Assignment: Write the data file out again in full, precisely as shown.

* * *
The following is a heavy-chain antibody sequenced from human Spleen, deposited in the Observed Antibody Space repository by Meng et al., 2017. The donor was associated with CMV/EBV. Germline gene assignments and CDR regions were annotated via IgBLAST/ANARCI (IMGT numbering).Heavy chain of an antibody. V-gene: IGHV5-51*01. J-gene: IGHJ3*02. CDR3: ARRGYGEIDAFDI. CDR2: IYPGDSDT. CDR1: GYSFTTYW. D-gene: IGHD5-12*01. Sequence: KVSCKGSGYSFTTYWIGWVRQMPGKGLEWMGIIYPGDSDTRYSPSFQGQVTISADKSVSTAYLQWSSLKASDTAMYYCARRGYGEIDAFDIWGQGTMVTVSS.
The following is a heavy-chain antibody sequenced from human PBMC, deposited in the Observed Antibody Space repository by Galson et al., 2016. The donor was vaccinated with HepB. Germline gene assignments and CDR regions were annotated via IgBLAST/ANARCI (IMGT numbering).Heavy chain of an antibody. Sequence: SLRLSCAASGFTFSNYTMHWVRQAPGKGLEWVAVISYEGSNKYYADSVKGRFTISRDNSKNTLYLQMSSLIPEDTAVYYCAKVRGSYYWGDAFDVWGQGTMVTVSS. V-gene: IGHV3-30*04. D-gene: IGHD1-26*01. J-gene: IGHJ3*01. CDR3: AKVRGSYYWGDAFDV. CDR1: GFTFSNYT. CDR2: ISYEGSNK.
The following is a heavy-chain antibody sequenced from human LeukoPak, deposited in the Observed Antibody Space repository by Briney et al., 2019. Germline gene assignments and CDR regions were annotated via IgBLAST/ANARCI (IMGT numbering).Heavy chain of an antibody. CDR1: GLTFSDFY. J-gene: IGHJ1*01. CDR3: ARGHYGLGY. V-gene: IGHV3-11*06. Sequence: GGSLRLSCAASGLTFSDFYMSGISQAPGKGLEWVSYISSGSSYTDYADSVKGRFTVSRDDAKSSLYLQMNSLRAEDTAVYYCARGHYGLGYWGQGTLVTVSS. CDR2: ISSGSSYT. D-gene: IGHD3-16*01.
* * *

The following is a heavy-chain antibody sequenced from human Spleen, deposited in the Observed Antibody Space repository by Meng et al., 2017. The donor was associated with CMV/EBV. Germline gene assignments and CDR regions were annotated via IgBLAST/ANARCI (IMGT numbering).Heavy chain of an antibody. V-gene: IGHV5-51*01. J-gene: IGHJ3*02. CDR3: ARRGYGEIDAFDI. CDR2: IYPGDSDT. CDR1: GYSFTTYW. D-gene: IGHD5-12*01. Sequence: KVSCKGSGYSFTTYWIGWVRQMPGKGLEWMGIIYPGDSDTRYSPSFQGQVTISADKSVSTAYLQWSSLKASDTAMYYCARRGYGEIDAFDIWGQGTMVTVSS.
The following is a heavy-chain antibody sequenced from human PBMC, deposited in the Observed Antibody Space repository by Galson et al., 2016. The donor was vaccinated with HepB. Germline gene assignments and CDR regions were annotated via IgBLAST/ANARCI (IMGT numbering).Heavy chain of an antibody. Sequence: SLRLSCAASGFTFSNYTMHWVRQAPGKGLEWVAVISYEGSNKYYADSVKGRFTISRDNSKNTLYLQMSSLIPEDTAVYYCAKVRGSYYWGDAFDVWGQGTMVTVSS. V-gene: IGHV3-30*04. D-gene: IGHD1-26*01. J-gene: IGHJ3*01. CDR3: AKVRGSYYWGDAFDV. CDR1: GFTFSNYT. CDR2: ISYEGSNK.
The following is a heavy-chain antibody sequenced from human LeukoPak, deposited in the Observed Antibody Space repository by Briney et al., 2019. Germline gene assignments and CDR regions were annotated via IgBLAST/ANARCI (IMGT numbering).Heavy chain of an antibody. CDR1: GLTFSDFY. J-gene: IGHJ1*01. CDR3: ARGHYGLGY. V-gene: IGHV3-11*06. Sequence: GGSLRLSCAASGLTFSDFYMSGISQAPGKGLEWVSYISSGSSYTDYADSVKGRFTVSRDDAKSSLYLQMNSLRAEDTAVYYCARGHYGLGYWGQGTLVTVSS. CDR2: ISSGSSYT. D-gene: IGHD3-16*01.